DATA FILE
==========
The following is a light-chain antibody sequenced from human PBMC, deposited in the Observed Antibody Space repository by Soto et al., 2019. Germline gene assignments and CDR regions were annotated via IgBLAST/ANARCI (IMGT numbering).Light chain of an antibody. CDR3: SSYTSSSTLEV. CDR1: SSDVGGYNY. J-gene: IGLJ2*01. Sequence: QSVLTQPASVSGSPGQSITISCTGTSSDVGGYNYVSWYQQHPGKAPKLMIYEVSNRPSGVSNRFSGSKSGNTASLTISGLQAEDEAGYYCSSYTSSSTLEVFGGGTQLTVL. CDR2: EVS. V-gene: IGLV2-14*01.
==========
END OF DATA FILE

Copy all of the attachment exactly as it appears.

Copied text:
The following is a light-chain antibody sequenced from human PBMC, deposited in the Observed Antibody Space repository by Soto et al., 2019. Germline gene assignments and CDR regions were annotated via IgBLAST/ANARCI (IMGT numbering).Light chain of an antibody. CDR3: SSYTSSSTLEV. CDR1: SSDVGGYNY. J-gene: IGLJ2*01. Sequence: QSVLTQPASVSGSPGQSITISCTGTSSDVGGYNYVSWYQQHPGKAPKLMIYEVSNRPSGVSNRFSGSKSGNTASLTISGLQAEDEAGYYCSSYTSSSTLEVFGGGTQLTVL. CDR2: EVS. V-gene: IGLV2-14*01.